STEM Quadcopter Project

[Photos appear below story]

Twenty-one Year 10 STEM students have learned an intricate by-product skill as they continue the complex process of building their four-bladed drones (quadcopters). This step involved very delicate hand soldering, where 18 separate wires were connected to specific places on a one and-a-half inch square circuitboard. If they were not extremely careful, they would destroy the circuitboard altogether.

“Some of my students are nervous, while others are flying,” says Mr Martin (not literally flying — not yet!).

In STEM, a teacher has to stay in front of the learning curve. "I've had some radio control experience, but this is advanced work and I must admit I'm only one step ahead of the students at times!"

Students had the opportunity to purchase the four-bladed drone kits last term. The College paid for kits that students could not afford.

Assessed on the outcome of the build, they will answer questions like: How much can their drone lift? What is the maximal time it can carry an item once they work out the optimal weight it can carry?

In another by-skill of this project which draws on science, technology, engineering and mathematics (STEM), the students will program the quad next. This involves specialised software that students use to tell each rotor how to operate. As 100% of the energy from the rotors goes into getting the quadcopter in the air and keeping it up, they must stop the body spinning while making it go in the right direction. Programming ensures that the correct messages are sent to the four rotors, two of which will operate in a clockwise and two in a counter-clockwise direction.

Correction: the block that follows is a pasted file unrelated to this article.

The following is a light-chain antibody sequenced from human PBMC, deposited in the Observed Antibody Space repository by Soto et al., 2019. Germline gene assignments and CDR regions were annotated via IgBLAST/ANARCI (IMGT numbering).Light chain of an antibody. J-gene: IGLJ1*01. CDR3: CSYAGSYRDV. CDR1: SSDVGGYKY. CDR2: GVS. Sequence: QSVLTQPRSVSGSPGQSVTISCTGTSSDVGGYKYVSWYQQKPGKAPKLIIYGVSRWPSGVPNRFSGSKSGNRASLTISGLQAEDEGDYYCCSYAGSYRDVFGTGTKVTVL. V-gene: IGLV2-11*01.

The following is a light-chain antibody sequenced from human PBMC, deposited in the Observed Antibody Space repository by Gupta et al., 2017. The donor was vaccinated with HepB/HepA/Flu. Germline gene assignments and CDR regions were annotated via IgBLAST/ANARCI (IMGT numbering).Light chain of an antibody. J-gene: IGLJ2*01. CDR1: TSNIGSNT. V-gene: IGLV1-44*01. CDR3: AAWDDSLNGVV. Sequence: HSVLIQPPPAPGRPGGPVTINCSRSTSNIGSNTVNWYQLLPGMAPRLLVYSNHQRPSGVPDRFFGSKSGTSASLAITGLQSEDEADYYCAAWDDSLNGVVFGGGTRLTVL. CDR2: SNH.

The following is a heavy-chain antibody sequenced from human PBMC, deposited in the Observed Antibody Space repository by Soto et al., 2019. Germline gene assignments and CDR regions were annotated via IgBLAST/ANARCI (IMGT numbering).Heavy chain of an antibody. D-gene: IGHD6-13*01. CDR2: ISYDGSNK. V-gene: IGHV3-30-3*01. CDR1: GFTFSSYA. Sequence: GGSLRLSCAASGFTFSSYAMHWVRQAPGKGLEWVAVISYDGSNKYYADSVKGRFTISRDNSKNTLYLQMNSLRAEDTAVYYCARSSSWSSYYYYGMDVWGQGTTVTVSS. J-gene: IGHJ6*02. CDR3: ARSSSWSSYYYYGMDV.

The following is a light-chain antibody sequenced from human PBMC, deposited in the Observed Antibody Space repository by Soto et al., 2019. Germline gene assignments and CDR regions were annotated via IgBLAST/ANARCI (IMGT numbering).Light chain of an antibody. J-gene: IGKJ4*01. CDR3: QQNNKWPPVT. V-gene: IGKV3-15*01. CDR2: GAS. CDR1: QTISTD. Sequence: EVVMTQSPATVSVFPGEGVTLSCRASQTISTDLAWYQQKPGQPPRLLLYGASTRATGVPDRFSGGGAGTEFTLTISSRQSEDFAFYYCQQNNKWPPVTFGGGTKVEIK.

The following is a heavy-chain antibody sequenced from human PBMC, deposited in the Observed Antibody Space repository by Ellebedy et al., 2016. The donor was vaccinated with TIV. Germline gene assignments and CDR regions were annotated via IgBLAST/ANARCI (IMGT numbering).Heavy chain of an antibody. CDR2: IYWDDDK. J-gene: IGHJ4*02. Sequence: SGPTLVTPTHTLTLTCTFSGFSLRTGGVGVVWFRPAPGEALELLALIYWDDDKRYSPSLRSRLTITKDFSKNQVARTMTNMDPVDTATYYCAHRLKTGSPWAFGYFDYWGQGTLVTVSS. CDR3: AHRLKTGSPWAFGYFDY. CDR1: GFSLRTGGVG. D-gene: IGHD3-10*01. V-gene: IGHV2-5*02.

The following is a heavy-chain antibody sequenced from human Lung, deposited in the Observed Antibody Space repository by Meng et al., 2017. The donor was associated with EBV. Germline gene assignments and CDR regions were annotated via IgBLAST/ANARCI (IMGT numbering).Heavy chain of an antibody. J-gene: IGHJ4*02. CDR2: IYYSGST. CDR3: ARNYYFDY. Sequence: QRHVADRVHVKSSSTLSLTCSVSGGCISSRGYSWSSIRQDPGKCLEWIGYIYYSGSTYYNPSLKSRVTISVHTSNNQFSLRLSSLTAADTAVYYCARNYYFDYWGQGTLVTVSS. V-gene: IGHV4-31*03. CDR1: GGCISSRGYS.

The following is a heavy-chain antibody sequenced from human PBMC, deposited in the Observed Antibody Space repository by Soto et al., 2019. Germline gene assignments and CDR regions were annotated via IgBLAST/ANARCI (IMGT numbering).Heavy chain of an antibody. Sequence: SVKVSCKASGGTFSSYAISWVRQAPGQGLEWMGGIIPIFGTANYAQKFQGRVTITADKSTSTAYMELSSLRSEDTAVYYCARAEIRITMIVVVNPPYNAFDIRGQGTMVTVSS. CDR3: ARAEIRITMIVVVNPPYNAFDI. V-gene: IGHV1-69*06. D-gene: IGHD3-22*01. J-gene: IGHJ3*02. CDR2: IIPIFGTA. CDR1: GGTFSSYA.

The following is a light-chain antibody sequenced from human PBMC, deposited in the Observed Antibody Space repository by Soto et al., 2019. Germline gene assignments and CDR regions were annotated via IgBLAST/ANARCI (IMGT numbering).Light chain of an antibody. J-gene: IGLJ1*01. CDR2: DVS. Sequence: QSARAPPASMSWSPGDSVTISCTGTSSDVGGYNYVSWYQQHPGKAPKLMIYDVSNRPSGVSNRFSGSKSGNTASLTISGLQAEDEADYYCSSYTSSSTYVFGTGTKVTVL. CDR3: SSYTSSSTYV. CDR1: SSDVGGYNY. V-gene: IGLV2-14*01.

Drones for Good championships held in Dubai last year rewarded innovative teams with prizes of up to $1Million for drone technology that improves people's lives. This includes practical, realisable, lifesaving solutions for search and rescue, or transporting and releasing water and food to trapped survivors — much like the teenage soccer team recently trapped in a flooding Indonesian cave. Drones can be programmed to swim as well as fly and detect barriers such as cave walls.

Mr Martin reports that some of his students are so engaged in this learning that they work on their drones every chance they get, including recesses and lunchtimes. One student has purchased an additional camera, transmitter and goggles, which will give him first-person view (FPV) — as if he is inside the done, travelling at speeds of up to 90 km per hour. 

These Year 10 students are already learning and performing tasks equivalent to the complexity required by the senior syllabus (the new QCE and ATAR), beginning for Year 11s and 12s in 2019.

All going well, students are scheduled to test fly the quadcopters in about two weeks’ time. Stay tuned!

By Debbie Cosier